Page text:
Long before this funding, the country underwent an independent audit of its deforestation rates in 2016 and 2017. The conclusive results of this study – a deforestation rate of around 0.1% per year – enabled Gabon to obtain an initial payment of $17 million under the REDD+ initiative, becoming the first African country to be paid to protect its forests.
To capitalise on the climate and ecosystem services provided by its forests, Gabon has proposed a new model for financing biodiversity. Biodiversity credits », a certified unit held by a country or a project for its contribution to preserving natural resources. « We’re going to start working on a biodiversity credit system like carbon credits. The Congo Basin is the heart and lungs of Africa, and it helps to keep our continent stable. Surely we can put a price on this service and put a value on this equatorial forest, » explains Lee White, Gabon’s Minister of Water and Forests.
While waiting for « biodiversity credits » to be examined and, if possible, validated by the Convention on Biological Diversity (CBD, or Rio Convention), several other models for financing biodiversity are available, although it is often difficult to develop financially viable models that are likely to convince banks of the stakes involved in biodiversity.
In the litany of solutions applied, green bonds have been one of the main innovative financing mechanisms for biodiversity in recent years.
The African Wildlife Capital (AWC) fund has played a pioneering role in this field, by applying a rebate on bond interest that is proportional to the achievement of quantifiable conservation objectives. However, this market faces a number of limitations, including the difficulty of translating the value of ecosystem services into financial terms, and the scarcity of conservation projects likely to be financed by such investments, which leads to a mismatch between the limited size of the projects and the minimum amount of a bond issue. According to Tine Fisker Henriksen, head of innovative financing at the Bertha Centre for Social Innovation (University of Cape Town in South Africa) and Wassa Cissé, investment analyst at Bestseller Found, only 5 to 10% of the proceeds of green bonds have been allocated to biodiversity to date.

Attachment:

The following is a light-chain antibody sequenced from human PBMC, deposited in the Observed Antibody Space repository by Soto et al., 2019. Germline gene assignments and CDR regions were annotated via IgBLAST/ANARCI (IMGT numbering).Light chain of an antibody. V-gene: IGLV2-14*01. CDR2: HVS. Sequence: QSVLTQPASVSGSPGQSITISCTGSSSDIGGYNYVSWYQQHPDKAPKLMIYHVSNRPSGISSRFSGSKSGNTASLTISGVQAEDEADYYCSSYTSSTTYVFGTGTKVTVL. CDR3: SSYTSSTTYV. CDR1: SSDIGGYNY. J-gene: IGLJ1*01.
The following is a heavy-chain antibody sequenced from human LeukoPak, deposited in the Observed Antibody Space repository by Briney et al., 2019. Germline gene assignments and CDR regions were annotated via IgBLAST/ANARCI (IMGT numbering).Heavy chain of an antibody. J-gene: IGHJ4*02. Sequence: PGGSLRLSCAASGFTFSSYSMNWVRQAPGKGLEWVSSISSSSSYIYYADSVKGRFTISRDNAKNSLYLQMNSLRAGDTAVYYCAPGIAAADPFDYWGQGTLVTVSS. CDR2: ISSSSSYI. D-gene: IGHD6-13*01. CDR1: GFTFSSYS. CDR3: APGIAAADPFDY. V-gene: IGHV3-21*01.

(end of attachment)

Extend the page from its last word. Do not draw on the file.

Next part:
The countries of the Congo Basin can also use the « debt for nature » swap, which consists of cancelling the debt of a developing country in exchange for a commitment by the latter to invest the same amount in conservation. Little used in Africa, with the exception of the Seychelles, this mechanism is currently being implemented in Ecuador. Advised by the Lazare Bank, on 9 May 2023 Quito obtained a reduction in its debt in exchange for its commitment to finance the conservation of the Galapagos Islands, an archipelago listed as a World Heritage Site because of its biodiversity. The debt reduction is equivalent to a total of 450 million dollars over 18 years.
Investors have agreed to sell $656 million worth of bonds for fear that the country’s financial and political situation will deteriorate further. Others agreed to acquire them despite the risks, on condition that the operation served to protect the Galapagos, and thanks to financial guarantees from the Inter-American Development Bank (IDB) and the US development agency Development Finance Corporation (DFC).